With the Premier League reaching a thrilling crescendo and a controversial choice for the new England national coach, the time couldn’t be better for me to shoehorn in a clumsy sporting, management metaphor.
Okay I know, nothing new there, you can’t move for sporting analogy when it comes to management – from the endless cricketing sayings, to the former athletes queuing up to offer leadership courses.
I suppose it’s popular to use sport for management lessons because it’s an extreme microcosm of the challenges facing us at work every day: trying to motivate people, dealing with pressure, encouraging high performance, coping with expectations, getting your strategy working and so on and so on.
In the Premier League this year, for example, the role of the manager is heightened even further because the margins are so small. The title this year could be decided by goal difference so every decision by the top managers is scrutinised, analysed and debated.
There’s no doubt that getting the right manager at the right time can have a huge impact on the fortunes of a club. My team, Newcastle United, are currently going for a champions League place despite only being back in the top flight for a couple of years and refusing to invest heavily in players.
It seems that (finally) in Alan Pardew they’ve got the right manager in place at the right time. It’s probably more through luck than judgement after getting through a whopping nine managers in the last eight years.
As a manager (and a manager of managers) myself I’ve always applied a rule of three to all football coaches, which is equally valid for the workplace as well.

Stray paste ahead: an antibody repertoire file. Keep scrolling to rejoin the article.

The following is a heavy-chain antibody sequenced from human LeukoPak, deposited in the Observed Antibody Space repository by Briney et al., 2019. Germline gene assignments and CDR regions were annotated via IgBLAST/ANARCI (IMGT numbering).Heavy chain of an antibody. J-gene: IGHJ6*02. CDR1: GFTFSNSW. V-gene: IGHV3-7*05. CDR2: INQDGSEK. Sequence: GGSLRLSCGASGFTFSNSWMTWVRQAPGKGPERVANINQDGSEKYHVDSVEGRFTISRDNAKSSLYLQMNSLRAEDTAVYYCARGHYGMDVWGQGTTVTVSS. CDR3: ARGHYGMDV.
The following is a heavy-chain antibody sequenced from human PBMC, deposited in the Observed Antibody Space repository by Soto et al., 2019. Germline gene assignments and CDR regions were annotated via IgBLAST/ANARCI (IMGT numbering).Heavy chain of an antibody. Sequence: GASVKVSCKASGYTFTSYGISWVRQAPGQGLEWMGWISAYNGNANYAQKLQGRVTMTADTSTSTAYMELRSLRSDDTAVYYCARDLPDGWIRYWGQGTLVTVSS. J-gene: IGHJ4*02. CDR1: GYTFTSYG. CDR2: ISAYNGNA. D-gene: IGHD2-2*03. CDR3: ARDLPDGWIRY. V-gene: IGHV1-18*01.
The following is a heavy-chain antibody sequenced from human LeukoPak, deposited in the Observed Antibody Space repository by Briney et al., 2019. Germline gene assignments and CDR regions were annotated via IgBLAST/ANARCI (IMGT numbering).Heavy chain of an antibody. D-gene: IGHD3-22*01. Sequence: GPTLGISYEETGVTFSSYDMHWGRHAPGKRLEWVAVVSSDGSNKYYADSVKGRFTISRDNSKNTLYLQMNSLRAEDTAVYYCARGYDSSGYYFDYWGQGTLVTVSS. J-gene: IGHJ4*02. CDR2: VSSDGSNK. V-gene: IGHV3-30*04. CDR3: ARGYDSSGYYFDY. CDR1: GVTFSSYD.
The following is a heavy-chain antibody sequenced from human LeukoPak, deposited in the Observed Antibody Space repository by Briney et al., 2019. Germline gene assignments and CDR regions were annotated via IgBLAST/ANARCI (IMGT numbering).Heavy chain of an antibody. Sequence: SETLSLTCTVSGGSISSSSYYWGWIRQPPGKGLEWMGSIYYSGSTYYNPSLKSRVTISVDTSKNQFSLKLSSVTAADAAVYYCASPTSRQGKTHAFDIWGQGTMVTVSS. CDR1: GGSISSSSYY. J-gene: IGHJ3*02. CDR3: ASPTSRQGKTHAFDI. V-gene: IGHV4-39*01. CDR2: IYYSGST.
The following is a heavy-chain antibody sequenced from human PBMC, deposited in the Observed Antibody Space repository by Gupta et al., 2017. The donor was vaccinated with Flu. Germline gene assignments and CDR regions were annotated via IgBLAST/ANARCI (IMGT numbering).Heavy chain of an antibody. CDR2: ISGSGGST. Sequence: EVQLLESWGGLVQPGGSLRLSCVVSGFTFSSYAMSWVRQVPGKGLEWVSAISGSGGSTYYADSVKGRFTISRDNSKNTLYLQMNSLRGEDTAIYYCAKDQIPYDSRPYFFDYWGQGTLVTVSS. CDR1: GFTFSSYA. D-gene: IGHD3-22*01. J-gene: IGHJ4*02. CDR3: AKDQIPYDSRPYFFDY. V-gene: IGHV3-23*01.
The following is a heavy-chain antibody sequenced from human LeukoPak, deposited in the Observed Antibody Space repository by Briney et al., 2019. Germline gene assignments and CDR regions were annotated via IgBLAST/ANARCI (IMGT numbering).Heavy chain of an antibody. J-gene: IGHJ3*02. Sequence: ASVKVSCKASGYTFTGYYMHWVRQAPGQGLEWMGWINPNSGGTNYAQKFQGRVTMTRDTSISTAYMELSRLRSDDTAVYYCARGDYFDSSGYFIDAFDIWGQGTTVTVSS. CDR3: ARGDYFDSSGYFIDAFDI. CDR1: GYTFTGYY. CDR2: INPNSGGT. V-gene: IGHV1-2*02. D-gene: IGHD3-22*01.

For me all good managers should:
- First and foremost get results. For footie managers that means winning games pure and simple. In an office I suppose that means meeting all your objectives, selling more stuff or achieving whatever targets the business sets for you.
- Have the ability change things when it’s not going well and influence events. On the pitch that means coming back from 2-0 down on a wet Monday night in February. The legendary Bobby Robson had no fear about making a treble substitution at any point in the game or changing tactics completely during the match. For the workplace manager that means being flexible enough to change course if you’re not getting the desired results. It’s also about being resilient in difficult times, enthusing people, trying new things to get results, being innovative and knowing how to take people with you.
- Make people better and help them improve. The best football managers can get the best out of their players but also improve them. In the Premiership era that seems to be the most overlooked part of the job because managers can often go out and just buy another £30m superstar. But the very best managers can attract players because they will improve under their tutelage. In corporate life this should really be a manager’s number one priority. If you can develop your employees skills and help them improve, they’ll be able to do their job better but will also grow with the team.
So next weekend, when champions are being crowned and relegation is finally decided, remember to run your club’s managers through the rule of three and see how they measure up. Then, run yourself or your manager though the golden rules to compare.